Cromarty Archive

Lazy Corner

Lazy Corner

Date Added: 02 March 2005 Contributor: Nora Watson Year: 1968 Picture No: 1054

Willie 'Ledgie' Ligertwood, Donald 'Dile' and Mr Budge, the lighthousekeeper in August, 1968.

Albums: People


Donald 'Dile' had what I now know to be Parkinson's Disease, he had the shakes or trembled all the time. As a 12 year old I could not work it out. One of his great joys was when my Father took him up The Hill in the car and he was able look across The Firth and out to sea. He is exactly as I remember him from 40 years ago. Comment left on 03 March 2005 at 21:07 by Arthur Bird
Donal' 'Dile', is the middle gent in the picture, but I can't recall his surname, 'cos surname was never used. The latter also had a brother John, locally, he was Johnny 'Dile'. Comment left on 05 March 2005 at 17:33 by Clem Watson
Clem - you're right it's Donald Dile I remember, the man in the middle, and he is the same man Father used to take up The Hill when we were in Cromarty each year. Comment left on 05 March 2005 at 19:35 by Arthur Bird
I'm not a 100% sure, but was Donald Diles name not Finlayson? Donald and Peelans also used to sit at the seatie at the bothy.and was pretty nifty with his stick if you got too close. Comment left on 07 March 2005 at 15:33 by Sue
Sue, you're right it was Finlayson. As to his adaptability with the walking stick, to coin a Cromarty phrase ''thee're no talkin' licht'' (meaning you're spot on!) Comment left on 08 March 2005 at 09:58 by Clem Watson
Clem "A kens at thee sayan" I've still got the bruises!! Comment left on 08 March 2005 at 15:11 by Sue
I think this is the first time I've seen Cromarty dialect written here. I hope more people will use it here. It adds 'poetry' to the pictures and reminds me of my Granny. Comment left on 09 March 2005 at 05:46 by Margaret Tong
Margaret, It may be worthwhile having some of the old Cromarty dialect restored in another format on this site. I'll have a word with Garve. In the meantime here's one for the book, as a question:- ''Dive thee ken at's a *sallikitazzar on the lug? *a skelp! Additional punishment would become
a pakeen., 'a ' pronounced as in 'cake'., ie more than one skelp!
Comment left on 09 March 2005 at 20:37 by Clem Watson
"Pakeeen!" I haven't heard that in... let's just say.. a VERY long time! I think it would be very useful and interesting to have a 'Cromarty dialect' section. I believe very strongly in preserving dialects, both in spoken and written form. Even here, in California, I speak "Buckie" daily!
Thank you, Clem!
Comment left on 09 March 2005 at 22:57 by [email protected]
Clem: I've checked both sallikitazzar and pakeen in my 'Concise Scots Dictionary ' and did not find either. If there is a way to preserve Cromarty dialect on this site, it would be a great contribution.
Although I heard the word 'pakeen' often, I never did get one! Granny was too kind!
Comment left on 10 March 2005 at 02:07 by [email protected]
Clem, on more than one occassion I was threatened with a " sclaafart" is that a local wordie or made up? I knew what was meant and backed off very quickly. Comment left on 10 March 2005 at 18:55 by Sue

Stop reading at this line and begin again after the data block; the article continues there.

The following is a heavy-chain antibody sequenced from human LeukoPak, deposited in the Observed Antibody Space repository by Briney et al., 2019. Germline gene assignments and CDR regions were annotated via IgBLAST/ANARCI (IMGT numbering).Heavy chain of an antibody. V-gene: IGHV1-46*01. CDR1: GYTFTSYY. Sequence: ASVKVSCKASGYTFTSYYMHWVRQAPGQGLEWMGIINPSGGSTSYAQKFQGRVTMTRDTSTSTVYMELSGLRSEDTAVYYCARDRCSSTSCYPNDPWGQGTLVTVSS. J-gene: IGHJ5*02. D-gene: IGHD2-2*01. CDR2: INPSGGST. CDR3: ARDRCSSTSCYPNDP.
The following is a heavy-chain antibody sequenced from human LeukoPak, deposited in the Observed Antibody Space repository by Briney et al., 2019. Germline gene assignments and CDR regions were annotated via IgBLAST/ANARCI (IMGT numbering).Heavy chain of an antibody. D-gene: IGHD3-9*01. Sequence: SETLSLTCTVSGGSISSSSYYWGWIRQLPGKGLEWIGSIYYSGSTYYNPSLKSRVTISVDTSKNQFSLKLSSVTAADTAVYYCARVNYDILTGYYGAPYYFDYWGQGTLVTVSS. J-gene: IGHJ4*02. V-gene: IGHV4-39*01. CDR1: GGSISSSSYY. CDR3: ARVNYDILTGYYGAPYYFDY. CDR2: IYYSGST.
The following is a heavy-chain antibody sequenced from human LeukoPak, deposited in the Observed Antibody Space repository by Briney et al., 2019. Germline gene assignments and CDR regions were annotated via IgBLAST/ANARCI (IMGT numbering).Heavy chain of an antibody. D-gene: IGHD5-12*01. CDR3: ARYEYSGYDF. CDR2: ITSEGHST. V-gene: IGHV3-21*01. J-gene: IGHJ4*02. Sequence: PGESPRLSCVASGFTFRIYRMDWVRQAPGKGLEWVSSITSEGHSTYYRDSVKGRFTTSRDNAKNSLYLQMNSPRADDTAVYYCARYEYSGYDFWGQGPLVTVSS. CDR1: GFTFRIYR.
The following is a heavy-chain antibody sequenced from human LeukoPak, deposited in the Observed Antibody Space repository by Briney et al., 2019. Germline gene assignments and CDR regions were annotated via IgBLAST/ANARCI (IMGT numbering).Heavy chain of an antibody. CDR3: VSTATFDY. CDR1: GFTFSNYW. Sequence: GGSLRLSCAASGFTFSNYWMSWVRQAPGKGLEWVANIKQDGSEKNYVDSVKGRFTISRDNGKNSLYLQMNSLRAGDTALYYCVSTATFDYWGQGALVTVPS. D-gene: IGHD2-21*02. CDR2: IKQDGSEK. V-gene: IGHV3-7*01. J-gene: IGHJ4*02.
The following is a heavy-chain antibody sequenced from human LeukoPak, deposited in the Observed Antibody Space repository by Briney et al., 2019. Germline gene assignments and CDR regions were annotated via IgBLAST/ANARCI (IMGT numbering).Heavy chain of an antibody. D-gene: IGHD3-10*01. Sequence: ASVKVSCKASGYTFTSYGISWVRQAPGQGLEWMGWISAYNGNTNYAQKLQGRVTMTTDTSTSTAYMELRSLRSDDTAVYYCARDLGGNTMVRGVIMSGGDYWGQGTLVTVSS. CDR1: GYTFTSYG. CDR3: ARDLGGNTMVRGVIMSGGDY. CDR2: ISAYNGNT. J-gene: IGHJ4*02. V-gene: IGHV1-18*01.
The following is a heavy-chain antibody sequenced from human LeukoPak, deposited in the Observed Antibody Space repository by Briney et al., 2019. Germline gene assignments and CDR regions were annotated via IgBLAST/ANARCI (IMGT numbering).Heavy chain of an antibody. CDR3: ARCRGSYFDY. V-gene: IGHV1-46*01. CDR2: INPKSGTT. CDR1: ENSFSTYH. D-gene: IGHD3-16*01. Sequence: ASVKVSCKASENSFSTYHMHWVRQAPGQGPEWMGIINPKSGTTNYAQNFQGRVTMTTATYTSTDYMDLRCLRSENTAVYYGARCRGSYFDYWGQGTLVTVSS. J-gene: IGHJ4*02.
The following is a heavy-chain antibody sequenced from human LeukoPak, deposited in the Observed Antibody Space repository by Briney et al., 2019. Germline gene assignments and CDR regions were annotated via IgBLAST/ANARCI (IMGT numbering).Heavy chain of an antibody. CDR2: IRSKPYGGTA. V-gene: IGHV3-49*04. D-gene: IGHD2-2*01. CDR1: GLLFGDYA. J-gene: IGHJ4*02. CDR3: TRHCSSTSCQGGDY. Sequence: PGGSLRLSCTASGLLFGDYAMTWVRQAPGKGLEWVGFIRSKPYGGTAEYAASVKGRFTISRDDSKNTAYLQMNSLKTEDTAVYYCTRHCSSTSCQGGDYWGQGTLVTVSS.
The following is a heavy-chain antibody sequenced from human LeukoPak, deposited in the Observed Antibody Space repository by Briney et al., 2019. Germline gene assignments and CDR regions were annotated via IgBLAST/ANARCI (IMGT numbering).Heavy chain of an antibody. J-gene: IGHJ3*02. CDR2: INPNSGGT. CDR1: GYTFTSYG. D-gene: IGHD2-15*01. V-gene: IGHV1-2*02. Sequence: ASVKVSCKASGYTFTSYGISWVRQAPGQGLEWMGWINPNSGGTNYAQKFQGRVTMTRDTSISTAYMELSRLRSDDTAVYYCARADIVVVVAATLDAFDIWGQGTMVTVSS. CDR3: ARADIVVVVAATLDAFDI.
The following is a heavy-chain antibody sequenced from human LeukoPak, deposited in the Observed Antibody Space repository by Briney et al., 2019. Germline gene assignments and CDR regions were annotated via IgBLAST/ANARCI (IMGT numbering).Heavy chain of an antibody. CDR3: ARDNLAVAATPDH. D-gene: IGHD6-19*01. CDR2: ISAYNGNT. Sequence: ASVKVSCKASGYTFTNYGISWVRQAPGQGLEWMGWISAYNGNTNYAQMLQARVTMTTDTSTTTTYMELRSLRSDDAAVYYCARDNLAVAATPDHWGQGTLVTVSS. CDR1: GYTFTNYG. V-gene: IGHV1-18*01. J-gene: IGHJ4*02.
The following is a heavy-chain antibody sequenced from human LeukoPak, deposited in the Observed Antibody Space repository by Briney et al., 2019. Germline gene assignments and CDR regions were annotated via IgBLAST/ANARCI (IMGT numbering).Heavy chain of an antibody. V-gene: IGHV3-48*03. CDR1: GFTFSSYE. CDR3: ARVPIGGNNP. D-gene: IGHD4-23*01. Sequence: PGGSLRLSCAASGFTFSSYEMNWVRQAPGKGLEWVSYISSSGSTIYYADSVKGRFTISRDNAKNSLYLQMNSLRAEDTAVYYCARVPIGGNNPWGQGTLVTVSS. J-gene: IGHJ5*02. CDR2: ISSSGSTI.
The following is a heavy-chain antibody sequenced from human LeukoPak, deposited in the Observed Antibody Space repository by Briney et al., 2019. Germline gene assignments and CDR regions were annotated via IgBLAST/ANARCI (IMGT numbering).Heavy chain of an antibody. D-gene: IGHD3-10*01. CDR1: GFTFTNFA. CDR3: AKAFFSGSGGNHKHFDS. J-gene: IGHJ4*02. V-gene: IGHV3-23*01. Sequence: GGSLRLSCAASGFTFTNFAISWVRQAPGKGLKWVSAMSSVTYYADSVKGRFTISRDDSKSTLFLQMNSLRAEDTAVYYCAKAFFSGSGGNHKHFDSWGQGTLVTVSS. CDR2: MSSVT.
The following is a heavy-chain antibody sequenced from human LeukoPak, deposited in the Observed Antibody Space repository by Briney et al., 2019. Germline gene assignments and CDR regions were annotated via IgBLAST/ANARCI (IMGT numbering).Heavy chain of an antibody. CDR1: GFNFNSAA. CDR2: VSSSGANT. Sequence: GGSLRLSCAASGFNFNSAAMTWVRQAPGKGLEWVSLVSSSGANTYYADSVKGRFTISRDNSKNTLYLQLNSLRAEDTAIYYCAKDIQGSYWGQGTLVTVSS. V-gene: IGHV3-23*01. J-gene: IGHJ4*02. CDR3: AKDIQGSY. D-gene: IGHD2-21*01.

The man to whom you refer as Donald "Dile" was in fact my great uncle Donald Finlayson, who had the misfortune to have had meningitis as a child. Until that point it seems he was perfectly normal. As a child I didn't understand either, but my granny spent her life looking after him. In retrospect, I wish that I had been more patient. Comment left on 10 March 2006 at 06:57 by Hazel Clark
Clem, Mother still says to me, "Thee nay'te big fiya sclaafart yet me boy" In my time I've had a few sclaafarts but learnt not to stick around for the "pakeen" that might follow! She still spouts some of the old Crom. We hear it best when she's on the 'phone to Martha. An earwig was always a gullach (gullachan) in our house as kids, and remains so. Clem, you'll correct my spelling I'm sure! Comment left on 10 March 2006 at 09:31 by Arthur Bird
Hazel ..I remember Donald as it was yesterday ....Also "Ledgie" ...always had that beautiful smell of leather in his shop ..where he repaired the shoes !! Comment left on 10 March 2006 at 12:22 by John Macdonald
Clem, maybe my memory's not as good as it was, but I seem to remember Donald Dile's brother always as "Jock" Dile rather than Johnny. Am I right, Hazel. What a shame they're all gone now. Why do we have so few real characters these days.... Comment left on 13 April 2006 at 13:46 by Campbell Ross
Hi Ledgie was my Grandfather George Ligertwoods brother. He lived at Ythanbank near ELLON remember visiting as kids with my dad probably late 1960s Comment left on 24 January 2016 at 13:12 by Charles Ligertwood
I just checked my copy of the Cromarty Fisherfolk Dialect and sallikitazzar is in there but not pakeen but paykeen is there with the same meaning -just a different spelling. Comment left on 28 January 2016 at 17:29 by George E Gilmour
Ledgie was my grandfather his name was William signer Ligertwood and yes he was from Ellon Aberdeen. Charles Comment left on 29 January 2016 at 21:01 by Nora Watson
Hi Nora are you aware of any brothers or sisters your grandfather had my dad mentioned a Charlie who may have gone out to Canada thanks Charles Comment left on 01 February 2016 at 19:30 by Charles Ligertwood
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